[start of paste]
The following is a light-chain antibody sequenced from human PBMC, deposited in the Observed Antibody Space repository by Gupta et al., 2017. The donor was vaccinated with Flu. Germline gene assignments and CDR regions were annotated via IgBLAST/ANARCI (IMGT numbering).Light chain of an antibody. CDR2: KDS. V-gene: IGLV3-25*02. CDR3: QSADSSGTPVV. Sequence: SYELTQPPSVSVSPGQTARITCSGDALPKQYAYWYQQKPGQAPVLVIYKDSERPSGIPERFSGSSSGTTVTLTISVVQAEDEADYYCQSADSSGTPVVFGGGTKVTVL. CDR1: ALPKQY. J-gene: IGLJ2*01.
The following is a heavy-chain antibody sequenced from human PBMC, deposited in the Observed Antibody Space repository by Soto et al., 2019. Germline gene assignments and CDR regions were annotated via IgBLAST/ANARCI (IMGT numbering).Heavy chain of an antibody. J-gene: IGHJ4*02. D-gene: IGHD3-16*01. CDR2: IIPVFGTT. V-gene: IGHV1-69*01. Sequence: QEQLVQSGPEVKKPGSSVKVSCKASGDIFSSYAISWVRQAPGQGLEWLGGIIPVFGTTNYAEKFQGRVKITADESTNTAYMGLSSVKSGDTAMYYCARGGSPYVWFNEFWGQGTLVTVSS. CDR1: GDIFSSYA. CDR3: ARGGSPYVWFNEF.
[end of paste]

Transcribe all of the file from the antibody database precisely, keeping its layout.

The following is a light-chain antibody sequenced from human PBMC, deposited in the Observed Antibody Space repository by Gupta et al., 2017. The donor was vaccinated with Flu. Germline gene assignments and CDR regions were annotated via IgBLAST/ANARCI (IMGT numbering).Light chain of an antibody. CDR2: KDS. V-gene: IGLV3-25*02. CDR3: QSADSSGTPVV. Sequence: SYELTQPPSVSVSPGQTARITCSGDALPKQYAYWYQQKPGQAPVLVIYKDSERPSGIPERFSGSSSGTTVTLTISVVQAEDEADYYCQSADSSGTPVVFGGGTKVTVL. CDR1: ALPKQY. J-gene: IGLJ2*01.
The following is a heavy-chain antibody sequenced from human PBMC, deposited in the Observed Antibody Space repository by Soto et al., 2019. Germline gene assignments and CDR regions were annotated via IgBLAST/ANARCI (IMGT numbering).Heavy chain of an antibody. J-gene: IGHJ4*02. D-gene: IGHD3-16*01. CDR2: IIPVFGTT. V-gene: IGHV1-69*01. Sequence: QEQLVQSGPEVKKPGSSVKVSCKASGDIFSSYAISWVRQAPGQGLEWLGGIIPVFGTTNYAEKFQGRVKITADESTNTAYMGLSSVKSGDTAMYYCARGGSPYVWFNEFWGQGTLVTVSS. CDR1: GDIFSSYA. CDR3: ARGGSPYVWFNEF.